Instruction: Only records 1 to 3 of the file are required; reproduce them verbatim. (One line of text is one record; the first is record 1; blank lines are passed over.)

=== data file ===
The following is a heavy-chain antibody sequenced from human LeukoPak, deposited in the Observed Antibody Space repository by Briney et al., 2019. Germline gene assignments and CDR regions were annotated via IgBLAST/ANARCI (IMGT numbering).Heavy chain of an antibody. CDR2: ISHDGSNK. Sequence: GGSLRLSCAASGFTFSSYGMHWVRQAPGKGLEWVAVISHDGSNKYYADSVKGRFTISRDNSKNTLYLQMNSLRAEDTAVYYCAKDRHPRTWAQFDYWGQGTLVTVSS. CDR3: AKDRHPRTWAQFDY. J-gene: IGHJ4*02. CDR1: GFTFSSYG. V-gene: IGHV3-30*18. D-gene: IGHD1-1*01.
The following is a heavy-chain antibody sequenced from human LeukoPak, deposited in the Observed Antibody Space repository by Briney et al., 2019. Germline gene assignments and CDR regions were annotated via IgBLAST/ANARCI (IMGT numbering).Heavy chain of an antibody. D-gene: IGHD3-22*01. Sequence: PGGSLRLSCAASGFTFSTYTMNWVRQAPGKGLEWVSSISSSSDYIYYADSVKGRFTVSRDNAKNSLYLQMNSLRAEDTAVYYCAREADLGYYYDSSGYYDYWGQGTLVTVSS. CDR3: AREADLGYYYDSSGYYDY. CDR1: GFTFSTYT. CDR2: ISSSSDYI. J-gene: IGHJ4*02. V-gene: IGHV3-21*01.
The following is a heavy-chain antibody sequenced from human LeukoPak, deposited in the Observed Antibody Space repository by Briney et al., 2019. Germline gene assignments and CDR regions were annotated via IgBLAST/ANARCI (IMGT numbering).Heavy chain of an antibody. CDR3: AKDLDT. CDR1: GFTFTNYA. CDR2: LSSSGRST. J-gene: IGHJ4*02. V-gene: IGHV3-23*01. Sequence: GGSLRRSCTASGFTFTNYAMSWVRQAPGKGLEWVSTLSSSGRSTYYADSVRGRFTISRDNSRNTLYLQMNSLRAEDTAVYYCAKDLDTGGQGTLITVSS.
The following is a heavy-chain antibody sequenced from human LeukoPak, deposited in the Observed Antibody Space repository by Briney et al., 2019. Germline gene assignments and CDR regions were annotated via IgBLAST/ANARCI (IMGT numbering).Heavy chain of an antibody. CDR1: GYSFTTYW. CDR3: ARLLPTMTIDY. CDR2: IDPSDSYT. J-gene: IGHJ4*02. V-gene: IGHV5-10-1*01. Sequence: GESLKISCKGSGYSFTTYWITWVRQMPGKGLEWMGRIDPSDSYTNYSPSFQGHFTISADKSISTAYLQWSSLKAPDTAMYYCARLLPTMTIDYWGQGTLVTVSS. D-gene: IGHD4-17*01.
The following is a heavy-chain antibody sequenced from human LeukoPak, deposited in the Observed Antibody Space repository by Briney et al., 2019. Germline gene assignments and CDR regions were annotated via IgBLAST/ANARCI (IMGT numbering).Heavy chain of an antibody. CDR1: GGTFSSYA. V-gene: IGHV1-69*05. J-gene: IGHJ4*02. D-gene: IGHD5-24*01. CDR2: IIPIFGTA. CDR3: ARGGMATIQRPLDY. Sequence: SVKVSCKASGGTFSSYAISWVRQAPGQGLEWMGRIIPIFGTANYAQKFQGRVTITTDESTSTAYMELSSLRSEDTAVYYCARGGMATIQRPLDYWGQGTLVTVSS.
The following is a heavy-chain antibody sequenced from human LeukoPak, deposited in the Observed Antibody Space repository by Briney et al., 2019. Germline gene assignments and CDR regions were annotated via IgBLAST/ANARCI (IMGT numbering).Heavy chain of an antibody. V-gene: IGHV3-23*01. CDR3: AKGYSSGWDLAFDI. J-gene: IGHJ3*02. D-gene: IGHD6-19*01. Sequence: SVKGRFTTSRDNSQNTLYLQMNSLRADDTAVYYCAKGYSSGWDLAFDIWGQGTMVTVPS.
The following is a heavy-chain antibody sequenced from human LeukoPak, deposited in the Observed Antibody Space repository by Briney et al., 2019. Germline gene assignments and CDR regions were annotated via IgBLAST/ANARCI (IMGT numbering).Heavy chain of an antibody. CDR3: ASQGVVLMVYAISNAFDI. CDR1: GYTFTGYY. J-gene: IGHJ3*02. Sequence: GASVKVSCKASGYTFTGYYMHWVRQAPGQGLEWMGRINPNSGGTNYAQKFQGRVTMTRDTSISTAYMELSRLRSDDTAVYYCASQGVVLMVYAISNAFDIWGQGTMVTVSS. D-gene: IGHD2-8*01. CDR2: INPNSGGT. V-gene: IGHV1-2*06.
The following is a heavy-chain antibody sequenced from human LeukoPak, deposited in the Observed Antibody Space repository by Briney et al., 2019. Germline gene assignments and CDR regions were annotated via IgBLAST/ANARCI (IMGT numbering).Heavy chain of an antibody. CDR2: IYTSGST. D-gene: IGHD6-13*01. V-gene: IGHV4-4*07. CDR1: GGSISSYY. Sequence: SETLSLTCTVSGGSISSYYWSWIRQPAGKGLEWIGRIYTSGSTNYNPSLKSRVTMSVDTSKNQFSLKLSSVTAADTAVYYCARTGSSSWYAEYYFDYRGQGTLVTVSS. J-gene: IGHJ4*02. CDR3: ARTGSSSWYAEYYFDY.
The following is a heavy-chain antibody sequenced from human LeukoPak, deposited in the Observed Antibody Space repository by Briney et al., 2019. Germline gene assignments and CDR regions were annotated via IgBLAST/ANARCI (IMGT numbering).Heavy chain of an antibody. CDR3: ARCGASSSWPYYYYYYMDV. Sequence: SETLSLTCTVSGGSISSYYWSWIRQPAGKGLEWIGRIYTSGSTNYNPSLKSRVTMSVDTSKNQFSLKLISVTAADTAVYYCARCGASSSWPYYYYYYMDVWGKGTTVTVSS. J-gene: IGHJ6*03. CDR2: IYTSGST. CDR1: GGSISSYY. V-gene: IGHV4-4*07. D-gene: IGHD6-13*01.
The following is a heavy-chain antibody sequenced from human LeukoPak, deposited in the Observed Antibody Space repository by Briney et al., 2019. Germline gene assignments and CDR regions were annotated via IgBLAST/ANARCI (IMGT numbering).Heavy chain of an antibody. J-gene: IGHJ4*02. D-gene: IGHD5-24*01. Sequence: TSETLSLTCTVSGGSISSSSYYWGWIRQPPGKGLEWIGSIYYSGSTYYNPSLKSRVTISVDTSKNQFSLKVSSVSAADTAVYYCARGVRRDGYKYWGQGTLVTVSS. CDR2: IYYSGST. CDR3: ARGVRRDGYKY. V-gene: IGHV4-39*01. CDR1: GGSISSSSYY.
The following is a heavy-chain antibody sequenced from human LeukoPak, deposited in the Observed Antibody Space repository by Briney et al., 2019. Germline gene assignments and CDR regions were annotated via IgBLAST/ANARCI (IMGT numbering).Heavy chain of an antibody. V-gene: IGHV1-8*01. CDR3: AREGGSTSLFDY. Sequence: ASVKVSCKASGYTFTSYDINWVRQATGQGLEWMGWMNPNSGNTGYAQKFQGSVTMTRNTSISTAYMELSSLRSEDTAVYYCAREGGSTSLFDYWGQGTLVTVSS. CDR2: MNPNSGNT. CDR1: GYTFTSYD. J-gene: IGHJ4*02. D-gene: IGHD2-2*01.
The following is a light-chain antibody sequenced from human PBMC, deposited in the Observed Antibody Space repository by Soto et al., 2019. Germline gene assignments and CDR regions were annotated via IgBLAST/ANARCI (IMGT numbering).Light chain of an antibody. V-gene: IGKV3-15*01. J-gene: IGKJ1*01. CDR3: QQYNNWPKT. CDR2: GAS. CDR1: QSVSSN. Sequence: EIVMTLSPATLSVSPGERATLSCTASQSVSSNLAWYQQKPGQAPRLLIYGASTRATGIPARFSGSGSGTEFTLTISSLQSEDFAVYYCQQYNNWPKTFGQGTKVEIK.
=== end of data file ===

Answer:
The following is a heavy-chain antibody sequenced from human LeukoPak, deposited in the Observed Antibody Space repository by Briney et al., 2019. Germline gene assignments and CDR regions were annotated via IgBLAST/ANARCI (IMGT numbering).Heavy chain of an antibody. CDR2: ISHDGSNK. Sequence: GGSLRLSCAASGFTFSSYGMHWVRQAPGKGLEWVAVISHDGSNKYYADSVKGRFTISRDNSKNTLYLQMNSLRAEDTAVYYCAKDRHPRTWAQFDYWGQGTLVTVSS. CDR3: AKDRHPRTWAQFDY. J-gene: IGHJ4*02. CDR1: GFTFSSYG. V-gene: IGHV3-30*18. D-gene: IGHD1-1*01.
The following is a heavy-chain antibody sequenced from human LeukoPak, deposited in the Observed Antibody Space repository by Briney et al., 2019. Germline gene assignments and CDR regions were annotated via IgBLAST/ANARCI (IMGT numbering).Heavy chain of an antibody. D-gene: IGHD3-22*01. Sequence: PGGSLRLSCAASGFTFSTYTMNWVRQAPGKGLEWVSSISSSSDYIYYADSVKGRFTVSRDNAKNSLYLQMNSLRAEDTAVYYCAREADLGYYYDSSGYYDYWGQGTLVTVSS. CDR3: AREADLGYYYDSSGYYDY. CDR1: GFTFSTYT. CDR2: ISSSSDYI. J-gene: IGHJ4*02. V-gene: IGHV3-21*01.
The following is a heavy-chain antibody sequenced from human LeukoPak, deposited in the Observed Antibody Space repository by Briney et al., 2019. Germline gene assignments and CDR regions were annotated via IgBLAST/ANARCI (IMGT numbering).Heavy chain of an antibody. CDR3: AKDLDT. CDR1: GFTFTNYA. CDR2: LSSSGRST. J-gene: IGHJ4*02. V-gene: IGHV3-23*01. Sequence: GGSLRRSCTASGFTFTNYAMSWVRQAPGKGLEWVSTLSSSGRSTYYADSVRGRFTISRDNSRNTLYLQMNSLRAEDTAVYYCAKDLDTGGQGTLITVSS.